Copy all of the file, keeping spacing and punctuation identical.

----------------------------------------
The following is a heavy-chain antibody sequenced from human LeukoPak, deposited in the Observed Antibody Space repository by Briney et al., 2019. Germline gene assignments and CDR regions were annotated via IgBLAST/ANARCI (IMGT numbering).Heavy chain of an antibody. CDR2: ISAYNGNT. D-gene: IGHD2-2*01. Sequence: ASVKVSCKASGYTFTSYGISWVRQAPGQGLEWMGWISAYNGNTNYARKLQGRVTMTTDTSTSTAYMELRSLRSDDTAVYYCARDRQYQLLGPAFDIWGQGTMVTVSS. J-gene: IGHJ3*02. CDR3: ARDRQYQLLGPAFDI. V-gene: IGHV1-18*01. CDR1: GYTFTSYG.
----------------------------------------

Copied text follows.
The following is a heavy-chain antibody sequenced from human LeukoPak, deposited in the Observed Antibody Space repository by Briney et al., 2019. Germline gene assignments and CDR regions were annotated via IgBLAST/ANARCI (IMGT numbering).Heavy chain of an antibody. CDR2: ISAYNGNT. D-gene: IGHD2-2*01. Sequence: ASVKVSCKASGYTFTSYGISWVRQAPGQGLEWMGWISAYNGNTNYARKLQGRVTMTTDTSTSTAYMELRSLRSDDTAVYYCARDRQYQLLGPAFDIWGQGTMVTVSS. J-gene: IGHJ3*02. CDR3: ARDRQYQLLGPAFDI. V-gene: IGHV1-18*01. CDR1: GYTFTSYG.